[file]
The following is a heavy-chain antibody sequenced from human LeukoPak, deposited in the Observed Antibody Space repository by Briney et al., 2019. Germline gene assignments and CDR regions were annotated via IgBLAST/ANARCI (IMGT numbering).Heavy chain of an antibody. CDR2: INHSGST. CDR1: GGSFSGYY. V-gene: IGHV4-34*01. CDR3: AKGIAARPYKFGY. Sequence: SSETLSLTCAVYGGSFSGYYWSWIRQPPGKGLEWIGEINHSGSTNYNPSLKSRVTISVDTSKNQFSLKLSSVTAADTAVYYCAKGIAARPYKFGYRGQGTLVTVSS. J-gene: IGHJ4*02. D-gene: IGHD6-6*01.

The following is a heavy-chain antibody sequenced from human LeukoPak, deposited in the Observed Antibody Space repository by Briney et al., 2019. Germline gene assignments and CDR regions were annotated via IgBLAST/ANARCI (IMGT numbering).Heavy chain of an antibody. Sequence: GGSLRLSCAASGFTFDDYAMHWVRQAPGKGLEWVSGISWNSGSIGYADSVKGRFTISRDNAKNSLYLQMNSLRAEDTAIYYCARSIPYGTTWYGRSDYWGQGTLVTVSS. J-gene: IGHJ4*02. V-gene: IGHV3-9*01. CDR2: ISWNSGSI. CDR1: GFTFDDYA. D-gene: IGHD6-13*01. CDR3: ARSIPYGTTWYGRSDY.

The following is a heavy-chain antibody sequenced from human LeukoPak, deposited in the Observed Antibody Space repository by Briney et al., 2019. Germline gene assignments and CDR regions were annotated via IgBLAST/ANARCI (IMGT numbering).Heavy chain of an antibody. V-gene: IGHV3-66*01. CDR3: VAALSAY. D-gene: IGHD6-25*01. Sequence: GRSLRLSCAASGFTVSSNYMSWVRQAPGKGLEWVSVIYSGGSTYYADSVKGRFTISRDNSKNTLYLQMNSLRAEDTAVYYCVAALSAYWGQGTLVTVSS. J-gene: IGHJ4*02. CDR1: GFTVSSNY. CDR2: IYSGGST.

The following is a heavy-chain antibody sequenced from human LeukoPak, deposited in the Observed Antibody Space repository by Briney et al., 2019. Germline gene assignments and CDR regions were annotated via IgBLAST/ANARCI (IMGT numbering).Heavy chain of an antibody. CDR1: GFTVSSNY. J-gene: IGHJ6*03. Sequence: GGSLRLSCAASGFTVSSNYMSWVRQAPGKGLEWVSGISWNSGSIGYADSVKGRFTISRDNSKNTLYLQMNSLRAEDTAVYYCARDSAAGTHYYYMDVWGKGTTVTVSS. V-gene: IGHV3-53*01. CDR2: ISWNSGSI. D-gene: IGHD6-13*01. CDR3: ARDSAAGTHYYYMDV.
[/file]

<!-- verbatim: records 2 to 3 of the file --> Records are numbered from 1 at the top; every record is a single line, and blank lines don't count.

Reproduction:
The following is a heavy-chain antibody sequenced from human LeukoPak, deposited in the Observed Antibody Space repository by Briney et al., 2019. Germline gene assignments and CDR regions were annotated via IgBLAST/ANARCI (IMGT numbering).Heavy chain of an antibody. Sequence: GGSLRLSCAASGFTFDDYAMHWVRQAPGKGLEWVSGISWNSGSIGYADSVKGRFTISRDNAKNSLYLQMNSLRAEDTAIYYCARSIPYGTTWYGRSDYWGQGTLVTVSS. J-gene: IGHJ4*02. V-gene: IGHV3-9*01. CDR2: ISWNSGSI. CDR1: GFTFDDYA. D-gene: IGHD6-13*01. CDR3: ARSIPYGTTWYGRSDY.

The following is a heavy-chain antibody sequenced from human LeukoPak, deposited in the Observed Antibody Space repository by Briney et al., 2019. Germline gene assignments and CDR regions were annotated via IgBLAST/ANARCI (IMGT numbering).Heavy chain of an antibody. V-gene: IGHV3-66*01. CDR3: VAALSAY. D-gene: IGHD6-25*01. Sequence: GRSLRLSCAASGFTVSSNYMSWVRQAPGKGLEWVSVIYSGGSTYYADSVKGRFTISRDNSKNTLYLQMNSLRAEDTAVYYCVAALSAYWGQGTLVTVSS. J-gene: IGHJ4*02. CDR1: GFTVSSNY. CDR2: IYSGGST.